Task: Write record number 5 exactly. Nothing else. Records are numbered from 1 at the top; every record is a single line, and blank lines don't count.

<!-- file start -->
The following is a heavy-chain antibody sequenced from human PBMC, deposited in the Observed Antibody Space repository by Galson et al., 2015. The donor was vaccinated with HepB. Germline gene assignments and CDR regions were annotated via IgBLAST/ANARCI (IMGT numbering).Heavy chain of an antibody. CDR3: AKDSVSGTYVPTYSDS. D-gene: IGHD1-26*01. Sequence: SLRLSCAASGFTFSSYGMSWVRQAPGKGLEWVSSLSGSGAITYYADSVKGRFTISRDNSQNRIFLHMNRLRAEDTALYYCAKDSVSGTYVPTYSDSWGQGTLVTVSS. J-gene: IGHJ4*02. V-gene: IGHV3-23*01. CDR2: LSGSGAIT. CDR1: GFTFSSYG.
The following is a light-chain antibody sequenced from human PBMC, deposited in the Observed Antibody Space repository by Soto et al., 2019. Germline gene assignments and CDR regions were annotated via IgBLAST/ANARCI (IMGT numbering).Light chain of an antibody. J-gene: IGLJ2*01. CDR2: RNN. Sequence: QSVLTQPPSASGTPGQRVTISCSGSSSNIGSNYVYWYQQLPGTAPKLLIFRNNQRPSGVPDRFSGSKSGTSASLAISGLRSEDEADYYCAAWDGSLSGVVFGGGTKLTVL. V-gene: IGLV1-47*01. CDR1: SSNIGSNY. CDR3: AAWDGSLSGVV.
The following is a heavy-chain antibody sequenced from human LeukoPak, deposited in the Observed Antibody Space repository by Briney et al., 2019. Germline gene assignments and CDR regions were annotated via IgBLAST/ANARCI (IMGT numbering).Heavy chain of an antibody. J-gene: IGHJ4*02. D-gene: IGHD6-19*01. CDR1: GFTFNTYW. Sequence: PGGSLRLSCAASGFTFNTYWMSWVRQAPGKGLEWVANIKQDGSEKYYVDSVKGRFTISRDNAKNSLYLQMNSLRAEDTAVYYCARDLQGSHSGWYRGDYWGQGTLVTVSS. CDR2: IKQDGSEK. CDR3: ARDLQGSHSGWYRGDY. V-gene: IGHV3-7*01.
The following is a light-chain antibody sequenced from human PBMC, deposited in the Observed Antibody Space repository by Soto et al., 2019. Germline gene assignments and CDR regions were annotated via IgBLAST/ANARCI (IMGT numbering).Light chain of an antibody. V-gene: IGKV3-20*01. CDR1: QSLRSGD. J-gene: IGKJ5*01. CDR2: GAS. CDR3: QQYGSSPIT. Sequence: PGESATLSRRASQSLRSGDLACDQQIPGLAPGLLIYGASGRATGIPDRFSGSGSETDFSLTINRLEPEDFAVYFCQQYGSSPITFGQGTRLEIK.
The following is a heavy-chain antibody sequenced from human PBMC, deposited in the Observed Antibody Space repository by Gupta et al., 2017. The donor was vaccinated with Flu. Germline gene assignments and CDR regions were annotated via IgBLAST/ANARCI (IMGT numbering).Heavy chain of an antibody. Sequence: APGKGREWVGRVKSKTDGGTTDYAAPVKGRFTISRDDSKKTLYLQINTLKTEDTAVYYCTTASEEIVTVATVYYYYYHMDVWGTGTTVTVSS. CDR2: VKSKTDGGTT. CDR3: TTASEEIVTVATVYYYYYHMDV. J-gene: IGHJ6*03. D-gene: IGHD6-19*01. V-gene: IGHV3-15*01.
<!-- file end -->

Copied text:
The following is a heavy-chain antibody sequenced from human PBMC, deposited in the Observed Antibody Space repository by Gupta et al., 2017. The donor was vaccinated with Flu. Germline gene assignments and CDR regions were annotated via IgBLAST/ANARCI (IMGT numbering).Heavy chain of an antibody. Sequence: APGKGREWVGRVKSKTDGGTTDYAAPVKGRFTISRDDSKKTLYLQINTLKTEDTAVYYCTTASEEIVTVATVYYYYYHMDVWGTGTTVTVSS. CDR2: VKSKTDGGTT. CDR3: TTASEEIVTVATVYYYYYHMDV. J-gene: IGHJ6*03. D-gene: IGHD6-19*01. V-gene: IGHV3-15*01.